It’s a scary moment when you open a door and enter a room where all you see is darkness; and you know you have to maneuver through its corridors without a glimpse of light.
Which is scarier, not seeing or the unknown?
“You must do the things you think you cannot do.” – Eleanor Roosevelt
We like the comfort of seeing. We do what we do amidst light.
I see therefore I know.
I see therefore I can.
I see therefore I will.
But what if you can’t see?
I don’t see therefore I don’t know.
I don’t see therefore I can’t.
I don’t see therefore I won’t.
What if you have to proceed even though you can’t see or can only see dimly?
I cannot see, then I will learn.
I cannot see, then I will trust.
I cannot see yet I will endeavor.
Sometimes we have to make decisions on what we can’t see and on the unknown. When these moments enter our lives, (and believe me they will enter your life) we need to change our posture from illuminated decision making to unknown decision making. No human is void of the unknown. Each individual story will have at least one chapter where they cannot see ahead.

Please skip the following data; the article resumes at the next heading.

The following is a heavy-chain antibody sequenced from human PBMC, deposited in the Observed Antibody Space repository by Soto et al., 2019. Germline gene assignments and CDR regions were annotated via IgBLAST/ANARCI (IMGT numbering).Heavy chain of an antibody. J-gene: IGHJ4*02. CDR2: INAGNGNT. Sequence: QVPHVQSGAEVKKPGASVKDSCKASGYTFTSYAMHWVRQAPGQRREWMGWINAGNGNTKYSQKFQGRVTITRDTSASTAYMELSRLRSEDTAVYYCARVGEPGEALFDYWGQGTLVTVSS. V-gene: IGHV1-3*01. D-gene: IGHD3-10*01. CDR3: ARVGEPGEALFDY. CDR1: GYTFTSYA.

There are no absolutes in the unknown.
Think about entering a dark room and trying to get to the other side. With careful steps and hands extended, we cautiously and nervously proceed. Some will enter the room and do a turn about face; the unknown is too frightening and will opt out. Those that choose to attempt this challenge can only do it one way: one step at a time and with a tremendous amount of trust. And as each step moves you forward, you learn. Learning comes from what you just did, not what you are about to do.
Learn from your previous steps, trust the forward steps and choose to endeavor.